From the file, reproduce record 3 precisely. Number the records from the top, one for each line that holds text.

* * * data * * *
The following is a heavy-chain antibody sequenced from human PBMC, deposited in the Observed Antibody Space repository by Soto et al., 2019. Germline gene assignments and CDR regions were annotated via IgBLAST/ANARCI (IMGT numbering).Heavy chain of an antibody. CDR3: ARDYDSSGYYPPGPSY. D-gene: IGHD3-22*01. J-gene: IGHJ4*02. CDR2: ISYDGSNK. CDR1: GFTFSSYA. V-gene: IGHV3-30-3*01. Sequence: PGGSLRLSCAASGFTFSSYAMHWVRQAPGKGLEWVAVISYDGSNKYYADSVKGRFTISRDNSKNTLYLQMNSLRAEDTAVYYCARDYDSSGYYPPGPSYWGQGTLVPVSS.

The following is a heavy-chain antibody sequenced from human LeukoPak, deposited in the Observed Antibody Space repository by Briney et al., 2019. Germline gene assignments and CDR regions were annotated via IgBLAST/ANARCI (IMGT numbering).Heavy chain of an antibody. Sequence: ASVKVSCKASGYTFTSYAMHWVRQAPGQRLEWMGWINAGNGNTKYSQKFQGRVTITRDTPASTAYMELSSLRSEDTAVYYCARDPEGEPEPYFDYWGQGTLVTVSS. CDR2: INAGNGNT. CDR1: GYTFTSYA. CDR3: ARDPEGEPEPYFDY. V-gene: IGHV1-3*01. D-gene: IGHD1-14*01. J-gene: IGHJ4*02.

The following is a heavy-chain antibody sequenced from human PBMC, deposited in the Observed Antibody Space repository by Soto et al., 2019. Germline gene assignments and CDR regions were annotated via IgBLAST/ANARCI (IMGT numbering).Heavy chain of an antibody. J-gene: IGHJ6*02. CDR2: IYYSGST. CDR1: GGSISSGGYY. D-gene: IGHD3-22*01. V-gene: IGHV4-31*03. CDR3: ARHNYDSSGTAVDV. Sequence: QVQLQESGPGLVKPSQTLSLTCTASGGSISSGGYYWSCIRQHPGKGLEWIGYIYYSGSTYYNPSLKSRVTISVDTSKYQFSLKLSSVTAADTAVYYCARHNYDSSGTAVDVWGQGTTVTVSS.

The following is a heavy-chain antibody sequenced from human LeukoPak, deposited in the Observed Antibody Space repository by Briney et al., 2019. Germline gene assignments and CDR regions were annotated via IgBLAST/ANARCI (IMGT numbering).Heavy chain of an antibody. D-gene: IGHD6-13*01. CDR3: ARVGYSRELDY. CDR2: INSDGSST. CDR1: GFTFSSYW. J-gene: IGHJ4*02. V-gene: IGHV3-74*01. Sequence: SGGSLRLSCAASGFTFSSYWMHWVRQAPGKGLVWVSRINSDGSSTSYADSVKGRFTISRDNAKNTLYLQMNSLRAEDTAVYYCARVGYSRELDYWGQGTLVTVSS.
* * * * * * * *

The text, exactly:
The following is a heavy-chain antibody sequenced from human PBMC, deposited in the Observed Antibody Space repository by Soto et al., 2019. Germline gene assignments and CDR regions were annotated via IgBLAST/ANARCI (IMGT numbering).Heavy chain of an antibody. J-gene: IGHJ6*02. CDR2: IYYSGST. CDR1: GGSISSGGYY. D-gene: IGHD3-22*01. V-gene: IGHV4-31*03. CDR3: ARHNYDSSGTAVDV. Sequence: QVQLQESGPGLVKPSQTLSLTCTASGGSISSGGYYWSCIRQHPGKGLEWIGYIYYSGSTYYNPSLKSRVTISVDTSKYQFSLKLSSVTAADTAVYYCARHNYDSSGTAVDVWGQGTTVTVSS.